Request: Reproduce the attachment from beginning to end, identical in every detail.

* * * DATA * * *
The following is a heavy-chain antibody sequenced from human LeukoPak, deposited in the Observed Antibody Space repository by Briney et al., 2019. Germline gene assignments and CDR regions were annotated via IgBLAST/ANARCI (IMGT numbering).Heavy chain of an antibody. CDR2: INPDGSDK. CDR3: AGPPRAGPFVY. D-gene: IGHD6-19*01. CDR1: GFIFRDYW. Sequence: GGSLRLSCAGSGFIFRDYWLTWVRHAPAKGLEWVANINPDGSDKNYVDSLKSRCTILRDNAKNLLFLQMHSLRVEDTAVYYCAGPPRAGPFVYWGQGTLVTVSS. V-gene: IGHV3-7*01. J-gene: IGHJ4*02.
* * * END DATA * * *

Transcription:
The following is a heavy-chain antibody sequenced from human LeukoPak, deposited in the Observed Antibody Space repository by Briney et al., 2019. Germline gene assignments and CDR regions were annotated via IgBLAST/ANARCI (IMGT numbering).Heavy chain of an antibody. CDR2: INPDGSDK. CDR3: AGPPRAGPFVY. D-gene: IGHD6-19*01. CDR1: GFIFRDYW. Sequence: GGSLRLSCAGSGFIFRDYWLTWVRHAPAKGLEWVANINPDGSDKNYVDSLKSRCTILRDNAKNLLFLQMHSLRVEDTAVYYCAGPPRAGPFVYWGQGTLVTVSS. V-gene: IGHV3-7*01. J-gene: IGHJ4*02.